Beta-lactam antibiotics are typically used to treat a broad spectrum of Gram-negative bacteria. Beta-lactamases produced by Gram-negative organisms are usually secreted.This animation starts with the explanation of bacterial cell wall synthesis, the process targeted by ß-Lactams. Structurally, most bacteria consist of a cell membrane surrounded by a cell wall and, for some bacteria, an additional outer layer. Internal to the cell membrane is the cytoplasm which contains ribosomes, a nuclear region and in some cases granules and/or vesicles. Depending on the bacterial species, a number of different external structures may be found such as a capsule, flagella and pili.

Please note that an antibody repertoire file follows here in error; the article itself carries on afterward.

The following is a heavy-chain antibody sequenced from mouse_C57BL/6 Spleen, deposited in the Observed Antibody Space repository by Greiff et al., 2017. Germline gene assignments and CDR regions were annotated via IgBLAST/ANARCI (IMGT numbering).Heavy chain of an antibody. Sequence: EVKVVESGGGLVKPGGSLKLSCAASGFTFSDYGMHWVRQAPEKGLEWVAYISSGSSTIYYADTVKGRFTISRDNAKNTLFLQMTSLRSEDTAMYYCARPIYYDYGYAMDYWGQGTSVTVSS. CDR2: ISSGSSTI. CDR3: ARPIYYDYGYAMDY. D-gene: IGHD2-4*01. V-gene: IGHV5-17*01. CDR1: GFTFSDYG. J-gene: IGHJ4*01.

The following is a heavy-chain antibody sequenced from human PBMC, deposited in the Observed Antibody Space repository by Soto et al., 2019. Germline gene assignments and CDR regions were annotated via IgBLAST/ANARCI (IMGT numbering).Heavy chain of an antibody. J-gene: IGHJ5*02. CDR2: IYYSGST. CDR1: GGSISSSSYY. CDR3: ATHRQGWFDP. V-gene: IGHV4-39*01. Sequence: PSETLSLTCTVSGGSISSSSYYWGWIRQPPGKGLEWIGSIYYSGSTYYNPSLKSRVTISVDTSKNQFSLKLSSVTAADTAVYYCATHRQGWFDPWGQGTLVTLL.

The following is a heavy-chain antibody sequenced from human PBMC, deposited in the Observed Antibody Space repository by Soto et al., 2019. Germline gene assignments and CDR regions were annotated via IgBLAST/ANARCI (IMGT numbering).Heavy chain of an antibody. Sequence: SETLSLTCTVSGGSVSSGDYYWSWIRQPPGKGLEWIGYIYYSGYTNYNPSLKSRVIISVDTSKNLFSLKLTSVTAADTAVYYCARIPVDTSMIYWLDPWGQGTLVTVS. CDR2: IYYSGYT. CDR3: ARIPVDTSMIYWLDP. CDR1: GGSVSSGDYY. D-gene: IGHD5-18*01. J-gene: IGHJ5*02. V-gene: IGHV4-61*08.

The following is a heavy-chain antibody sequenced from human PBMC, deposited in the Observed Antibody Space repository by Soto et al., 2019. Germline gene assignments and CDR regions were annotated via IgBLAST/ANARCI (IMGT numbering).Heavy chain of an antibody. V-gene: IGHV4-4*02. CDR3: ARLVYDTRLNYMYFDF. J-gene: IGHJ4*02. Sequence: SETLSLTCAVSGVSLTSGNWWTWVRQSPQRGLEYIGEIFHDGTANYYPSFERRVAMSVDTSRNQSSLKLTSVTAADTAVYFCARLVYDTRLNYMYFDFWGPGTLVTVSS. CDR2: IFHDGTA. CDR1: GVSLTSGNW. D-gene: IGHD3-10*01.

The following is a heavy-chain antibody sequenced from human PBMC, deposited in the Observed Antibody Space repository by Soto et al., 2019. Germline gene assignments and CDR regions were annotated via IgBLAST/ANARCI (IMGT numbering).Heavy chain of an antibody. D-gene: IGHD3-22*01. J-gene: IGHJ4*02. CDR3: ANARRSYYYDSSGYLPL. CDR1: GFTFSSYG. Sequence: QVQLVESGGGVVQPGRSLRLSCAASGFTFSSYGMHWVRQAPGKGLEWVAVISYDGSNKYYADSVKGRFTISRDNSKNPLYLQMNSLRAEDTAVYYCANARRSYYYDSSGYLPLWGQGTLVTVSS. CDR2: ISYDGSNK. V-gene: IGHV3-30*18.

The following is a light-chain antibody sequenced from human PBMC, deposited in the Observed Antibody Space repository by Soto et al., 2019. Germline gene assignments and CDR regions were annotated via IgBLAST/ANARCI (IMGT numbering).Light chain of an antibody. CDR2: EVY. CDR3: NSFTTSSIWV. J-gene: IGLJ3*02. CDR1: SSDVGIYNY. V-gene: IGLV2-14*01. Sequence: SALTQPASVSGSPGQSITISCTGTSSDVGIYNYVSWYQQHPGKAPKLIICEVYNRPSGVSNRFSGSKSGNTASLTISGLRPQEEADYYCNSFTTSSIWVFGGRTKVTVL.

Although the inhibitor-resistant β-lactamases are not ESBLs, they are often discussed with ESBLs because they are also derivatives of the classical TEM- or SHV-type enzymes. These enzymes were at first given the designation IRT for inhibitor-resistant TEM β-lactamase; however, all have subsequently been renamed with numerical TEM designations. There are at least 19 distinct inhibitor-resistant TEM β-lactamases. Inhibitor-resistant TEM β-lactamases have been found mainly in clinical isolates of E. coli, but also some strains of K. pneumoniae, Klebsiella oxytoca, P. mirabilis, and Citrobacter freundii. Although the inhibitor-resistant TEM variants are resistant to inhibition by clavulanic acid and sulbactam, thereby showing clinical resistance to the beta-lactam—lactamase inhibitor combinations of amoxicillin-clavulanate (co-amoxiclav), ticarcillin-clavulanate (co-ticarclav), and ampicillin/sulbactam, they normally remain susceptible to inhibition by tazobactam and subsequently the combination of piperacillin/tazobactam, although resistance has been described. To date, these beta-lactamases have primarily been detected in France and a few other locations within Europe.